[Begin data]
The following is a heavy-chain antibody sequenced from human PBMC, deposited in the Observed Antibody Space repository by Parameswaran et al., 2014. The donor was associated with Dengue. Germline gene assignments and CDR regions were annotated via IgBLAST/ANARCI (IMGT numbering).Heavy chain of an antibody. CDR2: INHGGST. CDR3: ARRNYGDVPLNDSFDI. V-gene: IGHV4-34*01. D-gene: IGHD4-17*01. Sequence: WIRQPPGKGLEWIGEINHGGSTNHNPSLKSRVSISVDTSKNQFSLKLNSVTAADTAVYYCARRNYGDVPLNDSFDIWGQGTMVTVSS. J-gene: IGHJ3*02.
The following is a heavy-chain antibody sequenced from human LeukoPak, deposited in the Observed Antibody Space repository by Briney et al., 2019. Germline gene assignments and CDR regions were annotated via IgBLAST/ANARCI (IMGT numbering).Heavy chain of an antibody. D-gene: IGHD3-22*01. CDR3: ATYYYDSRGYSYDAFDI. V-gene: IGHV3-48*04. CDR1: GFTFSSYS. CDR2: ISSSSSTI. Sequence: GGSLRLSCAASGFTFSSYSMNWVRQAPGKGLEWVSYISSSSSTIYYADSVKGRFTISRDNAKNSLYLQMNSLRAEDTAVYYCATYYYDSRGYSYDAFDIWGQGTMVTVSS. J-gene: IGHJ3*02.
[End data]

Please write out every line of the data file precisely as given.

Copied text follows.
The following is a heavy-chain antibody sequenced from human PBMC, deposited in the Observed Antibody Space repository by Parameswaran et al., 2014. The donor was associated with Dengue. Germline gene assignments and CDR regions were annotated via IgBLAST/ANARCI (IMGT numbering).Heavy chain of an antibody. CDR2: INHGGST. CDR3: ARRNYGDVPLNDSFDI. V-gene: IGHV4-34*01. D-gene: IGHD4-17*01. Sequence: WIRQPPGKGLEWIGEINHGGSTNHNPSLKSRVSISVDTSKNQFSLKLNSVTAADTAVYYCARRNYGDVPLNDSFDIWGQGTMVTVSS. J-gene: IGHJ3*02.
The following is a heavy-chain antibody sequenced from human LeukoPak, deposited in the Observed Antibody Space repository by Briney et al., 2019. Germline gene assignments and CDR regions were annotated via IgBLAST/ANARCI (IMGT numbering).Heavy chain of an antibody. D-gene: IGHD3-22*01. CDR3: ATYYYDSRGYSYDAFDI. V-gene: IGHV3-48*04. CDR1: GFTFSSYS. CDR2: ISSSSSTI. Sequence: GGSLRLSCAASGFTFSSYSMNWVRQAPGKGLEWVSYISSSSSTIYYADSVKGRFTISRDNAKNSLYLQMNSLRAEDTAVYYCATYYYDSRGYSYDAFDIWGQGTMVTVSS. J-gene: IGHJ3*02.